BP to pay $20.8 billion for Deepwater Horizon spill
- Exploration & Production
The U.S. Government and five Gulf states, Alabama, Florida, Louisiana, Mississippi and Texas, hit by the massive oil spill from the Deepwater Horizon blowout in 2010, have reached a settlement to resolve civil claims against BP. The global settlement is worth more than $20 billion.
The explosion and fire which occurred on April 20, 2010, destroyed the Transocean-owned Deepwater Horizon drilling rig, killing 11 men aboard and spewing more than 3 million barrels of oil into the Gulf of Mexico over a period of nearly three months.
The spill damaged and temporarily closed fisheries essential to the Gulf economy, oiled hundreds of miles of beaches, coastal wetlands and marshes and killed thousands of birds and other marine wildlife, among other economic and natural resource injuries.
This global settlement announced Thursday resolves the governments’ civil claims under the Clean Water Act and natural resources damage claims under the Oil Pollution Act, as well as economic damage claims of the five Gulf states and local governments.
Taken together this global resolution of civil claims is worth $20.8 billion, and is the largest settlement with a single entity in the department’s history, Department of Justice said in a statement on Thursday.
If made final, the settlement will provide the U.S. and Gulf states with the resources and certainty needed for effective restoration planning and improvements.
According to the Department of Justice, under the terms of a consent decree lodged in federal court in New Orleans on Thursday, BP must pay the following:
$5.5 billion federal Clean Water Act penalty, plus interest, 80 percent of which will go to restoration efforts in the Gulf region pursuant to a Deepwater-specific statute, the RESTORE Act. This is the largest civil penalty in the history of environmental law, DOJ said.
$8.1 billion in natural resource damages, this includes $1 billion BP already committed to pay for early restoration, for joint use by the federal and state trustees in restoring injured resources. BP will also pay up to an additional $700 million, some of which is in the form of accrued interest, specifically to address any later-discovered natural resource conditions that were unknown at the time of the agreement and to assist in adaptive management needs.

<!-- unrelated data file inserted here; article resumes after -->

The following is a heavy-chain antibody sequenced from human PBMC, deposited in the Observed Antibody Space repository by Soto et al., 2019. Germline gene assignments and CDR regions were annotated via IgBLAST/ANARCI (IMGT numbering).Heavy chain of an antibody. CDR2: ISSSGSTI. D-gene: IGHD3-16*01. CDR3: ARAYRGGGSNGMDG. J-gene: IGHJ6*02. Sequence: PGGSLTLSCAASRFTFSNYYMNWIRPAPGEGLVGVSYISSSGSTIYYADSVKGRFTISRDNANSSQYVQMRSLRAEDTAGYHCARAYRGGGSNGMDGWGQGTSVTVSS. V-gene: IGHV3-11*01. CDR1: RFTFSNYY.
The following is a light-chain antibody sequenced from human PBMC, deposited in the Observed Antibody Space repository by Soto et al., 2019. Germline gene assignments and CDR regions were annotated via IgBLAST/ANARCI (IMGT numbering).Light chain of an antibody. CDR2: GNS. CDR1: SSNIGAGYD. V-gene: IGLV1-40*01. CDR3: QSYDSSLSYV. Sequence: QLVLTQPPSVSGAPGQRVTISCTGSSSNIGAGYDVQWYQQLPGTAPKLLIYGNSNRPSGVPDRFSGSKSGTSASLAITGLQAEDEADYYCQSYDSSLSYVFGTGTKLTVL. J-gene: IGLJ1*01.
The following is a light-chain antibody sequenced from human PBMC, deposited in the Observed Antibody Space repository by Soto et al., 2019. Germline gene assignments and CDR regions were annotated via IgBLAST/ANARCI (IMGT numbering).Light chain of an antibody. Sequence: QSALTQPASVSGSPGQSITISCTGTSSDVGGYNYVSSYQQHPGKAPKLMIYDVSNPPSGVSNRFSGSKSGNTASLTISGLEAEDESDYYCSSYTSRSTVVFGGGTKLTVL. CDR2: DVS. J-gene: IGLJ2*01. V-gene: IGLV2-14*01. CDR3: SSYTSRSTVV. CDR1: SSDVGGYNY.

This is the largest civil penalty in the history of environmental law.
The natural resource damages money will fund Gulf restoration projects that will be selected by the federal and state trustees to meet five different restoration goals and 13 restoration project categories.
These include restoration focusing on supporting habitats such as coastal wetlands, but also provide for specific resource types, such as marine mammals, fish and water column invertebrates, sturgeon, submerged aquatic vegetation, oysters, sea turtles, birds and lost recreational use, among others.
$600 million for other claims, including claims for reimbursement of federal and state natural resource damage assessment costs and other unreimbursed federal expenses and to resolve a False Claims Act investigation due to this incident.
Today’s settlement is a significant step in restoring the natural resources that were impacted by the Deepwater Horizon oil spill and a breakthrough for building back the resilience of this region
The payments will be made over time and are backed by parent company guarantees from BP Corporation North America Inc. and BP P.L.C.
Additionally, BP has entered into separate agreements to pay $4.9 billion to the five Gulf states and up to a total of $1 billion to several hundred local governmental bodies to settle claims for economic damages they have suffered as a result of the spill.
“Five years after one of the worst environmental disasters in our nation’s history, which claimed 11 lives and caused untold damage, we have reached a historic milestone with today’s settlement,” said Secretary of Commerce Penny Pritzker. “With this settlement, federal, state and local governments and the Gulf coast communities will have the resources to make significant progress toward restoring ecosystems, economies, and businesses of the region. We are committed to ensuring the Gulf Coast comes back stronger and more vibrant than before the disaster. If made final, the settlement will provide the U.S. and Gulf states with the resources and certainty needed for effective restoration planning and improvements.”
“This agreement brings renewed hope for a fully restored Gulf of Mexico to millions of Americans who value the Gulf for its contributions to our economy, our environment and plentiful recreational opportunities,” said Interior Secretary Sally Jewell. “Today’s settlement is a significant step in restoring the natural resources that were impacted by the Deepwater Horizon oil spill and a breakthrough for building back the resilience of this region. The Trustees will continue to work with people along the coast to ensure they have every opportunity to be engaged in these meaningful recovery and restoration efforts that will generate jobs, improve water quality, support our tribal responsibilities and result in an improved wildlife habitat for migratory birds and hundreds of vulnerable species.”